This How To…. illustrates some simple steps to carve a small spoon you can easily make when you are out and about.
I was training on campcraft in Crowborough (Ashdown Forest in the UK) recently and in between classes decided to carve this simple spoon. A nearby willow tree had been felled a few years ago and lots of shoots had re-grown from the stump.
I selected a shoot and sawed it off near its base. Cutting the limb cleanly at the base will allow the tree to heal itself quickly and send out a replacement shoot the following year.
I selected the limb because of its curves, which help in making a strong spoon. I trimmed the limb in a safe position and used the live limbs as a vice to do the final sawing.
I took two pieces to make a couple of spoons and then trimmed off a couple of the smaller shoots from the top.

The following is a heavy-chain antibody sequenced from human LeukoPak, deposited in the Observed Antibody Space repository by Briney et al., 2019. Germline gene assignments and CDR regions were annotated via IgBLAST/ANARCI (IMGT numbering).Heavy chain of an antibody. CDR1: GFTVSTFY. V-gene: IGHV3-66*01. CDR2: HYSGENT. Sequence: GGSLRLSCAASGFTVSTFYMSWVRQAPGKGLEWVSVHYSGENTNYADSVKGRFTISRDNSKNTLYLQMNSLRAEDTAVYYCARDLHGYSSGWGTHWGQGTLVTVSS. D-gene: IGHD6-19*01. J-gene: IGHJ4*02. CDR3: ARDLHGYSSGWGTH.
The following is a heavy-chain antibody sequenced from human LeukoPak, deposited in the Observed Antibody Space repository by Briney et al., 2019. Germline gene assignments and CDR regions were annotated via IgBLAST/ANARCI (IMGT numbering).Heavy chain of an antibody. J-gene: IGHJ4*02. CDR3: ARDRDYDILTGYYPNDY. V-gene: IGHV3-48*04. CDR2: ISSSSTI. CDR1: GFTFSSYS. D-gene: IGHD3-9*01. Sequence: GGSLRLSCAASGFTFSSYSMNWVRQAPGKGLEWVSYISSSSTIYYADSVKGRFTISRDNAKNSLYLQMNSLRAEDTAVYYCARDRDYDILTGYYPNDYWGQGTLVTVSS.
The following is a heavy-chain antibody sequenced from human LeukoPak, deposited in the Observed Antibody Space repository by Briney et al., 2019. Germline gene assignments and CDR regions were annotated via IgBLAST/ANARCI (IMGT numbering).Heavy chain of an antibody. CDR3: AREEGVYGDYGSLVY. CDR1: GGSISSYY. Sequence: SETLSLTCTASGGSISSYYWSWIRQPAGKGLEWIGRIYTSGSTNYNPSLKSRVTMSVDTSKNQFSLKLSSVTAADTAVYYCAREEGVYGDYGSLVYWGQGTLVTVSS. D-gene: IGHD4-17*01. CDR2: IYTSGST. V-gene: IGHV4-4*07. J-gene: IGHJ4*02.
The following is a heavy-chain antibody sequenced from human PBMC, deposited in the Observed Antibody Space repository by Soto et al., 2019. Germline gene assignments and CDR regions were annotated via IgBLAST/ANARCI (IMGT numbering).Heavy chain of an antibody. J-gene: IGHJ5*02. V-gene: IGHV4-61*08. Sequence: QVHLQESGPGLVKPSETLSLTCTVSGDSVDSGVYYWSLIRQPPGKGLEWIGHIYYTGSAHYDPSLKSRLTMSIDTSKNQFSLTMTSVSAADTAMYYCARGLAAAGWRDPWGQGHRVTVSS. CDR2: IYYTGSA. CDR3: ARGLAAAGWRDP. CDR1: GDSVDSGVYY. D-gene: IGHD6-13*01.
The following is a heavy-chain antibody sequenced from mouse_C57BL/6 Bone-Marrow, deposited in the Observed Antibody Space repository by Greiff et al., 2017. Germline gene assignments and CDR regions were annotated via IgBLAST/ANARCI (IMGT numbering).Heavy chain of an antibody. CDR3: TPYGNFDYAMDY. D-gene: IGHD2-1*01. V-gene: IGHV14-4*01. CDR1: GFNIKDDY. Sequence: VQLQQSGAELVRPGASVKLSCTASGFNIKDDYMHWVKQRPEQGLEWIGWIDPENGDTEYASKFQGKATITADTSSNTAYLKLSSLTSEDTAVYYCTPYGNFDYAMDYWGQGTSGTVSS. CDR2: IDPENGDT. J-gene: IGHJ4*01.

These smaller pieces I re-planted around the base of the tree by pushing them into the ground, as willow has the ability to re-grow from these shoots.
The next job was to strip off the outer and inner barks. I tried to strip the bark off in one piece but as the sap had not yet risen it was very difficult to do. If the bark had peeled off easily I could have made some nice cordage from it.
I used the back of my knife to scrape off the remnants of the inner bark to get right down to the wood.
This inner bark does clog up on the back of the blade so you have to continually scrape it off. The whole process of stripping the bark took about 5 minutes.
I flattened out the area of wood that would make the bowl of the spoon to give myself a little bit more area to work with.